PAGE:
By

Anaheim, Calif.

An alternate product filing approach announced by three large states was called “reckless” by New York Insurance Superintendent Greg Serio.

California, Florida and Texas signed a memorandum of agreement to provide a consistent set of standards for the approval of new annuity and life insurance products. The agreement was announced during the winter meeting of the National Association of Insurance Commissioners, prompting an executive session that delayed the announcement of the new leadership.

Last July, after over a year of work, the NAIC adopted an interstate compact model for life insurance products that was supported by the National Conference of Insurance Legislators and the National Conference of State Legislatures.

The compact is one of the key points that regulators intend to use to streamline product filing and promote state regulation. In fact, the new incoming NAIC President, Ernst Csiszar, South Carolina director, said the development of standards will be one of the NAICs major goals in 2004.

Csiszar says the announcement will not hurt work on the compact but rather will reinforce NAICs direction of creating a single point of filing for products. The agreement among the three states removes desk drawer rules but still leaves each states own standards in place, he says. In order to have a compact, uniform standards must be developed, Csiszar says. He notes that the three states had said they will continue work on the compact.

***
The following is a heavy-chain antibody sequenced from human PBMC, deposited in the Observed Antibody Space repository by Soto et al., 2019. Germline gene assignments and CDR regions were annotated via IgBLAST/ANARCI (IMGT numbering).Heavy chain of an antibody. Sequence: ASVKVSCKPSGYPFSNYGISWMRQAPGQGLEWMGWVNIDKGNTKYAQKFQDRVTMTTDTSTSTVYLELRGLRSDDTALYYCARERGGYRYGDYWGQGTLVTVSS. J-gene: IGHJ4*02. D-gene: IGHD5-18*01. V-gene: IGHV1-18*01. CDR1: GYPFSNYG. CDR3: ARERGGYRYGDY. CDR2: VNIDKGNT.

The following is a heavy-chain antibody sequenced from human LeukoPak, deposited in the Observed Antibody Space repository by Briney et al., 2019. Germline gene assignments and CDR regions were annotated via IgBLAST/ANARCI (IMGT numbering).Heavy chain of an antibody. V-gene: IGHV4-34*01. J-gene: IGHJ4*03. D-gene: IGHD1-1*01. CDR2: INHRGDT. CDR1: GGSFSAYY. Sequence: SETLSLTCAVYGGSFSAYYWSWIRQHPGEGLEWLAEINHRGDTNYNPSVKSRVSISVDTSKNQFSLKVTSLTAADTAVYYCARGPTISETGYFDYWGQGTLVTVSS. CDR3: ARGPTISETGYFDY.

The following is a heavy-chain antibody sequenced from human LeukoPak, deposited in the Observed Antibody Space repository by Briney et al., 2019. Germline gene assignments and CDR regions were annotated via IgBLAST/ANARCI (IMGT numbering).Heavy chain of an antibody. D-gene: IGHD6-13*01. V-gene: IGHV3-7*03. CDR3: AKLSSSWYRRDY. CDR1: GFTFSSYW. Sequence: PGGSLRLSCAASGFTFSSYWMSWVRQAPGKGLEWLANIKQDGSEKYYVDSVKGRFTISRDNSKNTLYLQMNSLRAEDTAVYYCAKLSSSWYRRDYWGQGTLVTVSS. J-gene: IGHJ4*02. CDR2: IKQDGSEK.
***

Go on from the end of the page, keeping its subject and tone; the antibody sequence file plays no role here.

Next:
New Yorks Serio said the announcement and the new compact approach came as a surprise. The use of the I-File electronic system among the three states was something he had heard discussed, he said. However, Serio added that he found out about the announcement on Saturday evening prior to the Sunday announcement. “Suddenly, they tear off on their own and make an announcement that will bring more confusion to the matter than real and meaningful [advances].”

Interviews at the meeting raised concern that an alternate approach would confuse legislators when they try to get the NAICs compact enacted in state legislatures and that legislators might be reluctant to address the issue if two approaches are being advocated.

Serio agreed, saying, “There is no question about it.” He said the new approach is not a merging of standards as the NAICs compact is striving to achieve. Uniformity of standards is what is needed, Serio said, adding he is hopeful this is a “blip on the screen” and that the three states will continue to work toward development of standards for the NAICs compact.

Richard Robleto, a Florida regulator said Florida and the other states are very much committed to working toward enactment of NAICs compact.

He says a single filing system is used and that the program will initially be used for annuities and have three states for starters. It will be up and running in first quarter 2004, he says, adding that the system is not intended to supplant the NAICs SERFF electronic filing system.

The new system is different from the compact in that it can be used immediately while compact standards are developed and the compact is enacted in states, he says. “It can be done quickly so that there is no compromise of standards,” he adds. “It shows the commitment to speed-to-market and uniformity of standards. No legislation is required here. It is just a process.”


Reproduced from National Underwriter Life & Health/Financial Services Edition, December 12, 2003. Copyright 2003 by The National Underwriter Company in the serial publication. All rights reserved.Copyright in this article as an independent work may be held by the author.